• Comparable restaurant sales are forecast to increase in the “high single digits” for the full year.
  • Restaurant operating costs as a percentage of revenue are expected to decline for the full year, with food, beverage and packaging costs decreasing to the “low 34 percent range” due to more favorable food management and lower avocado prices.  Advertising and marketing spending is  expected to decline to about 3 percent of sales for the full year compared to 4.7 percent of sales in Q4 2016.  Occupancy costs are expected to decline to “just over 7 percent of sales”.
  • Restaurant operating margin in the 20 percent range was characterized as a “stretch goal” that is achievable based on current sales volume.  Management believes that if average sales per restaurant can return to the ~$2.5 million range that prevailed prior to the crisis, restaurant operating margin could return to the 26-27 percent range, or higher, implying that restoration of pre-crisis economics is not out of the question but unlikely to occur in 2017.
  • Earnings per share of $10 as a “stretch goal”.

Are these goals realistic?  Well, that is the million dollar question at the moment and it is difficult to know based on an extrapolation of the recovery seen up to this point.  During the conference call, CFO John Hartung provided some insight into trends that were seen in January 2017 and the overall news seems to be positive:

During December, we recorded positive monthly comp of 14.7%, which includes a 60 basis point benefit for deferred revenue related to Chiptopia. The sales comparisons ease in January as we’re comparing to a down 36% versus a down 30% in December of 2015.

But the dollar sales trends continued from December into January, and the January preliminary comp improved to 24.6%, which included a negative trading day of over 100 basis points, slightly offset by 20 basis points positive related to Chiptopia. For the first 28 days in January, the comp was 26%. But in the last three days of January, we traded a Friday and Saturday from last year, two of our highest volume days, for a Monday and Tuesday this year, two of our lowest volume days of the week.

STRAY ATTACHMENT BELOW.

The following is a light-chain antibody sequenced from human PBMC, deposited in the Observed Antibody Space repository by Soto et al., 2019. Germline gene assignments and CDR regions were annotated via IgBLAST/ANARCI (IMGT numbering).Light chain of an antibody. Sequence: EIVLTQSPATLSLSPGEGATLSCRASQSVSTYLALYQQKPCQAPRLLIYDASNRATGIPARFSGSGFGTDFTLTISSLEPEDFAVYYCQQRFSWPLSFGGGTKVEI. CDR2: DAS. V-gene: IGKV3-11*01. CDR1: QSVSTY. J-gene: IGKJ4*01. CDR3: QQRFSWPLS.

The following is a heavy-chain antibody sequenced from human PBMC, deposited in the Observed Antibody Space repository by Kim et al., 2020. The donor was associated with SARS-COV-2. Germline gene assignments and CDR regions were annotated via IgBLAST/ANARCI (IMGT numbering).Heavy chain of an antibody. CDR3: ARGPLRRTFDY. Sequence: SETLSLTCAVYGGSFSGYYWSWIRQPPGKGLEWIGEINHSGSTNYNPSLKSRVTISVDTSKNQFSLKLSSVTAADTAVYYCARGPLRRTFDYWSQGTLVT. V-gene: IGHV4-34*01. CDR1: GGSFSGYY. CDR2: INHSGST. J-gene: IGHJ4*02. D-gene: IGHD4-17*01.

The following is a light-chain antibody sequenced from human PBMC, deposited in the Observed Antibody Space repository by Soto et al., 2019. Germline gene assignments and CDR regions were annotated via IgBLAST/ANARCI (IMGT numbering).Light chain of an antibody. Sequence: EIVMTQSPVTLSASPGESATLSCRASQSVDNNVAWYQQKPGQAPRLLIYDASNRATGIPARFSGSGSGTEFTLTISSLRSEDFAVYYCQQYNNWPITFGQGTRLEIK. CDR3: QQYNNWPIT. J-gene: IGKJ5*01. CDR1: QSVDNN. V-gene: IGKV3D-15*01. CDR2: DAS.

Of course winter weather in January often results in choppy trends day-to-day and week-to-week, but when we analyze the underlying comp trends, the January sales held up well, especially considering January had the lowest promotional activity of the past 12 months. We’ll compare against a comp of down 26% in February and March, so expect the comp will ease accordingly during the rest of the quarter.

In order to achieve the “stretch” goal of restaurant level operating margin of 20 percent and earnings per share of $10, it seems like management must execute on all cylinders throughout the year.  Earnings per share of $10 implies net income of close to $300 million and pre-tax income of around $500 million.  Management has not provided a total revenue forecast for 2017, but they have indicated that comparable restaurant sales should increase in the high single digit range and there are plans to open around 200 restaurants during the year.  If this results in total revenue in the $4.3 billion range, $500 million of operating income implies an operating margin of around 11.6 percent.  This would be far below the pre-crisis operating margin in the ~17 percent range but a big improvement over the 3 percent operating margin posted in Q4 2016.

Margin of Safety

As investors, the asymmetrical deal we are looking for is uncapped upside potential with limited risk of permanent loss of capital.  Does Chipotle represent such an opportunity?  Is there a reasonable margin of safety for those who purchase shares around $410?